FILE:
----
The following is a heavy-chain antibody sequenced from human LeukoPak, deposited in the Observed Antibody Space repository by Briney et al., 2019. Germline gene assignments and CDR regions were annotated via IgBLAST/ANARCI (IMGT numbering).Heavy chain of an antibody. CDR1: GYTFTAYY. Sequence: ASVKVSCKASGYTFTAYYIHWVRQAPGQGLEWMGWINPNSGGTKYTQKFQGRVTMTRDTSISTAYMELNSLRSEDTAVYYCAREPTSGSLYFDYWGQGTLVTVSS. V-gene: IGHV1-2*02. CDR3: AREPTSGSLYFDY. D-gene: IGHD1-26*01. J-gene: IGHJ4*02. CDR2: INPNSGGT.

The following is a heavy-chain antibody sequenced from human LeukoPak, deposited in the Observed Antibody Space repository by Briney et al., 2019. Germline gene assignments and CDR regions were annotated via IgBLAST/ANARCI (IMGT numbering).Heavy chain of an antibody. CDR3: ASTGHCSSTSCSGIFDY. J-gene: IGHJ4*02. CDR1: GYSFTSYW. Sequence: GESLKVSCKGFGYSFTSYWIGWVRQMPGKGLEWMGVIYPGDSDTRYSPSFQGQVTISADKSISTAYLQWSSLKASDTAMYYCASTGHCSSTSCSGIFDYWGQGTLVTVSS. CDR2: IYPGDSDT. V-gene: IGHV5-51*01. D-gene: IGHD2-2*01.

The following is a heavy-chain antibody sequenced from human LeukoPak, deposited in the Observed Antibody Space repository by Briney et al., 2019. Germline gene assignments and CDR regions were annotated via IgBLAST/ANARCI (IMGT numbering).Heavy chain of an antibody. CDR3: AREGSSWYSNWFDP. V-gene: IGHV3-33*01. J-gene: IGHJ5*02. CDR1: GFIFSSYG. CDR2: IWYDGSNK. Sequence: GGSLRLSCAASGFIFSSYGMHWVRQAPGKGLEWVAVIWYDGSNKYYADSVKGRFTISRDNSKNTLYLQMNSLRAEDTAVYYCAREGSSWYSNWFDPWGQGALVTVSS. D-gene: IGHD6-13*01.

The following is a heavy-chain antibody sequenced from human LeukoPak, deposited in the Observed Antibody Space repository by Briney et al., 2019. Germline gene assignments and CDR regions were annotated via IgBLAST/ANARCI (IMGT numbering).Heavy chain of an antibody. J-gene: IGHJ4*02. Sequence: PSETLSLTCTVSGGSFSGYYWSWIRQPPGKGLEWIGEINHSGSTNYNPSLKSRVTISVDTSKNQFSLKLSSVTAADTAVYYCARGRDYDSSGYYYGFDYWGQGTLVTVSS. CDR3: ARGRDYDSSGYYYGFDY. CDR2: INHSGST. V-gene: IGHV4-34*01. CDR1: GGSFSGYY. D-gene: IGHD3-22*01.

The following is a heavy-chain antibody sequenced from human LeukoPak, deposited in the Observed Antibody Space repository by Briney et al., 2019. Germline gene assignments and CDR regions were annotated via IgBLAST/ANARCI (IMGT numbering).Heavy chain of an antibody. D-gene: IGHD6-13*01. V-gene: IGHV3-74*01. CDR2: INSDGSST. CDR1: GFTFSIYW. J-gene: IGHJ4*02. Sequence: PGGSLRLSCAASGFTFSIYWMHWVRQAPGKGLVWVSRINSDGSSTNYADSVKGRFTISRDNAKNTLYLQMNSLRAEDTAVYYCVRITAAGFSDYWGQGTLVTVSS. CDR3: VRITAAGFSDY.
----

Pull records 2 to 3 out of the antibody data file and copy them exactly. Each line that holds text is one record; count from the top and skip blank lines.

The following is a heavy-chain antibody sequenced from human LeukoPak, deposited in the Observed Antibody Space repository by Briney et al., 2019. Germline gene assignments and CDR regions were annotated via IgBLAST/ANARCI (IMGT numbering).Heavy chain of an antibody. CDR3: ASTGHCSSTSCSGIFDY. J-gene: IGHJ4*02. CDR1: GYSFTSYW. Sequence: GESLKVSCKGFGYSFTSYWIGWVRQMPGKGLEWMGVIYPGDSDTRYSPSFQGQVTISADKSISTAYLQWSSLKASDTAMYYCASTGHCSSTSCSGIFDYWGQGTLVTVSS. CDR2: IYPGDSDT. V-gene: IGHV5-51*01. D-gene: IGHD2-2*01.

The following is a heavy-chain antibody sequenced from human LeukoPak, deposited in the Observed Antibody Space repository by Briney et al., 2019. Germline gene assignments and CDR regions were annotated via IgBLAST/ANARCI (IMGT numbering).Heavy chain of an antibody. CDR3: AREGSSWYSNWFDP. V-gene: IGHV3-33*01. J-gene: IGHJ5*02. CDR1: GFIFSSYG. CDR2: IWYDGSNK. Sequence: GGSLRLSCAASGFIFSSYGMHWVRQAPGKGLEWVAVIWYDGSNKYYADSVKGRFTISRDNSKNTLYLQMNSLRAEDTAVYYCAREGSSWYSNWFDPWGQGALVTVSS. D-gene: IGHD6-13*01.